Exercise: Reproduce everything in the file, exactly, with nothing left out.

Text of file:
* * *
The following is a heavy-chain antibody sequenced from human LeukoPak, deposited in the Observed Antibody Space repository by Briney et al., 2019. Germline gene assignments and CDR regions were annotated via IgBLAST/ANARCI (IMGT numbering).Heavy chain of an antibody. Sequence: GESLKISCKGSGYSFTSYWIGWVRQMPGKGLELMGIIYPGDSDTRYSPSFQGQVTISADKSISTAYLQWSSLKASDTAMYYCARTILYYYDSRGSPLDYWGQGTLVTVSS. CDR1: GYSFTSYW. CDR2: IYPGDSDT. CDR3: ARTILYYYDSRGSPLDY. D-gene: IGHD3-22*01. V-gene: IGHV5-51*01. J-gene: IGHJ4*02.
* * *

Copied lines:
The following is a heavy-chain antibody sequenced from human LeukoPak, deposited in the Observed Antibody Space repository by Briney et al., 2019. Germline gene assignments and CDR regions were annotated via IgBLAST/ANARCI (IMGT numbering).Heavy chain of an antibody. Sequence: GESLKISCKGSGYSFTSYWIGWVRQMPGKGLELMGIIYPGDSDTRYSPSFQGQVTISADKSISTAYLQWSSLKASDTAMYYCARTILYYYDSRGSPLDYWGQGTLVTVSS. CDR1: GYSFTSYW. CDR2: IYPGDSDT. CDR3: ARTILYYYDSRGSPLDY. D-gene: IGHD3-22*01. V-gene: IGHV5-51*01. J-gene: IGHJ4*02.